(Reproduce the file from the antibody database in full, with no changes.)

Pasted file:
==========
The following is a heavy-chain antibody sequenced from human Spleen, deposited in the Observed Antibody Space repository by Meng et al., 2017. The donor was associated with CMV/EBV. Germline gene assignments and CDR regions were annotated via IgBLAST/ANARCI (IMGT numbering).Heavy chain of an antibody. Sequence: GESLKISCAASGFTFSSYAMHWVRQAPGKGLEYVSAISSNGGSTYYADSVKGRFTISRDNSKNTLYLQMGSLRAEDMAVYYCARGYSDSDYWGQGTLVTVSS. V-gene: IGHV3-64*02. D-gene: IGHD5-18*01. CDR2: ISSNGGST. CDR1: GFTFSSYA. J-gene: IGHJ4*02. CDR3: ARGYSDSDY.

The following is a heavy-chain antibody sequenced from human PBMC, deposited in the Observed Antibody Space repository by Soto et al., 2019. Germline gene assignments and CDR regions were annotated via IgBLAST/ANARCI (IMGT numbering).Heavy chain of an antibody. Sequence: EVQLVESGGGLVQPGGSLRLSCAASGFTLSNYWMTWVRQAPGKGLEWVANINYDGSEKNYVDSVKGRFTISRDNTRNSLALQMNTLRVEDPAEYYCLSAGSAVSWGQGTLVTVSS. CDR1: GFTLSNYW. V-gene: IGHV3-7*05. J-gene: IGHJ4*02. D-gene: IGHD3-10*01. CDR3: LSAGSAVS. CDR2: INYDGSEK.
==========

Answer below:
The following is a heavy-chain antibody sequenced from human Spleen, deposited in the Observed Antibody Space repository by Meng et al., 2017. The donor was associated with CMV/EBV. Germline gene assignments and CDR regions were annotated via IgBLAST/ANARCI (IMGT numbering).Heavy chain of an antibody. Sequence: GESLKISCAASGFTFSSYAMHWVRQAPGKGLEYVSAISSNGGSTYYADSVKGRFTISRDNSKNTLYLQMGSLRAEDMAVYYCARGYSDSDYWGQGTLVTVSS. V-gene: IGHV3-64*02. D-gene: IGHD5-18*01. CDR2: ISSNGGST. CDR1: GFTFSSYA. J-gene: IGHJ4*02. CDR3: ARGYSDSDY.

The following is a heavy-chain antibody sequenced from human PBMC, deposited in the Observed Antibody Space repository by Soto et al., 2019. Germline gene assignments and CDR regions were annotated via IgBLAST/ANARCI (IMGT numbering).Heavy chain of an antibody. Sequence: EVQLVESGGGLVQPGGSLRLSCAASGFTLSNYWMTWVRQAPGKGLEWVANINYDGSEKNYVDSVKGRFTISRDNTRNSLALQMNTLRVEDPAEYYCLSAGSAVSWGQGTLVTVSS. CDR1: GFTLSNYW. V-gene: IGHV3-7*05. J-gene: IGHJ4*02. D-gene: IGHD3-10*01. CDR3: LSAGSAVS. CDR2: INYDGSEK.